churches, mdina & the maltese falcon

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Back in 2015:
We had a fabulous holiday trip to Malta!
I confess:
I announced a travel report on Malta beginning of 2016, I was reminded about our Malta trip by Facebook shortly (photos popping up I posted about a year ago) & now we’re getting ready for our next holiday trip in the Mediterranean – so I think it’s high time to share our Malta experience finally.

 

 

Before starting – our travel companions:

What does your mind cross when thinking of Malta?

(Well – I don’t know what you’ll imagine…) I always think “The Maltese Falcon” – Dashiell Hammett’s  famous crime novel made into movie by John Huston starring the immortal Humphrey Bogart. So I thought – very vaguely – about (maybe) tracing the falcon myth’s origin… or so…

What did we found?
The picture above & the following one show a falcon (pls excuse the rather poor quality, but nobody is allowed to use flashlights in the cathedral). The falcon sits near the main altar of St. John’s Co-Cathedral in Valletta. From the outside the cathedral seems modest & unpretentious, however, opulence rules indoors.

Malta was granted to the Knights of St. John after being expelled from Rhodos by the Ottoman Empire. Emperor Charles V from Spain & the Holy Roman Empire gave them the islands in exchange for an annual fee of a single Maltese falcon to be sent each year on All Soul’s Day to the Viceroy of Sicily. So far the history (pls refer to Wikipedia for more details) as well as the crime novel.

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Valletta & it’s cathedral were built – beginning – in the 16th century after the victory of the Knights of St. John upon the Ottoman Empire in Malta. It became one of the most modern cities of its time & remained in its ground plan until today.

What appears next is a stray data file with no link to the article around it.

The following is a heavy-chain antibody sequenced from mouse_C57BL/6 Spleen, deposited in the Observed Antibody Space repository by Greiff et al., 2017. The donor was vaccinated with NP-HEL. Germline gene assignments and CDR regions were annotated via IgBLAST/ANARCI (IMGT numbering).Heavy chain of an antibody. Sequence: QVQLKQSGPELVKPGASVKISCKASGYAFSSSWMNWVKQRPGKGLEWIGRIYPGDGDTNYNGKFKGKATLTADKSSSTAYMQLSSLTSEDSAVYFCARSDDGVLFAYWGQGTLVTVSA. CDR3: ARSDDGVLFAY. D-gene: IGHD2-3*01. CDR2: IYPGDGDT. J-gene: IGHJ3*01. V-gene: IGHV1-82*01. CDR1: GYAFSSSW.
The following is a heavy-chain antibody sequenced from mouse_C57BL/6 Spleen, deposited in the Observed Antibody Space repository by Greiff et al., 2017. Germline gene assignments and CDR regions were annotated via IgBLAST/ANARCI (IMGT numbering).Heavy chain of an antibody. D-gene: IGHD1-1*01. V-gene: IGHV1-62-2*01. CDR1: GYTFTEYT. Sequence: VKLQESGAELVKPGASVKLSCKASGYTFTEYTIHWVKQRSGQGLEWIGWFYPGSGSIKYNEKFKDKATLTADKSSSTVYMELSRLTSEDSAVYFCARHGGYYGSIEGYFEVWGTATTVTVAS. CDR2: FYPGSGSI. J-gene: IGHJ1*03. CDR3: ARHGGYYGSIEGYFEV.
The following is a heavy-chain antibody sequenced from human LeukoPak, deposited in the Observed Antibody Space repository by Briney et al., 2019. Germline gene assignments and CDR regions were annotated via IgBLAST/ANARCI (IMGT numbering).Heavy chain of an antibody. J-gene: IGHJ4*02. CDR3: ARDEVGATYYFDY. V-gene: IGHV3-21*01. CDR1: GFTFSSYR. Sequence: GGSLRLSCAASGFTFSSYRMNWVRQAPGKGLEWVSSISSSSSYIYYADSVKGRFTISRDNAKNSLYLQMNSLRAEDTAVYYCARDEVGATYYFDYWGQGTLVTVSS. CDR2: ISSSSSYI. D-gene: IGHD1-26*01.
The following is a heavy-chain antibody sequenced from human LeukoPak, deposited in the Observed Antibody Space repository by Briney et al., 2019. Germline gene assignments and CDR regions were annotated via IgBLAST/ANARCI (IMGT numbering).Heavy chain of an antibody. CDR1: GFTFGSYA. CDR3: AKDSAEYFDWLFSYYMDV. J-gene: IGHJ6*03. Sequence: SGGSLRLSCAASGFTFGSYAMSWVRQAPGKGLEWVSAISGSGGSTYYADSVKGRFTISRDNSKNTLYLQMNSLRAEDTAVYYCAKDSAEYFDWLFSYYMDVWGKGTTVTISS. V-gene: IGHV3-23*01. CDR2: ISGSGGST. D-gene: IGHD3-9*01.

We walked the narrow streets from the top down to the coastline & back – it was a warm nice day in spring & we lost a lot of water…

Some impressions of Valletta:

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Of course, Valletta is only one face of Malta.  Malta is more than a single island – there are some islands forming the state of Malta. The biggest island – next to Malta – is Gozo where we stayed during our holiday. (No problem: there is a busy ferry between Malta & Gozo – I remember it’s only about 30 min from boarding until deboarding.)

We cruised the islands (not only Valletta) & discovered a lot of beautiful beaches (I admit: we never adventured in Malta’s eastern coast north of Valletta – the party mile):

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Among Malta’s highlights I like to point out Mdina, the “old capital” (before Valletta became the centre of power).

Mdina is a truly enchanting city – of course I refer to the traditional part. We went to Mdina on a very clear sunny day intensifying Mdina’s pureness.

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 So – we went to Valletta from the 16th century, we went to Mdina before the 16th century – of course we went to all new places, too: however, now we’re going far, far back into the Neolithic Age. All over Malta & nearby islands there are relicts of Megalithic temples.

 

These are from the World Heritage Side of Ggantija:
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… and there are churches in Malta – lots of churches:

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I assure that these are only some of Malta’s churches…

 

Eating & Drinking

Well… unfortunately it’s the same as in my travel memo about USA Southwest: I didn’t take any photos…

However, you know where Malta is located in the Mediterranean? Yes – it’s quite near Sicily! Therefore we had lots of fish, lots of pasta & any other Italian food – primarily – always accompanied by white or red wine (sometimes local red/white wine).
(I promise I’ll put more on my camera next time when roaming the Mediterranean!)

 

… and Malta is English-speaking… (we found more than this during our Malta adventure!)

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Once again our best friends during our holiday trip to fabulous Malta:

 

 

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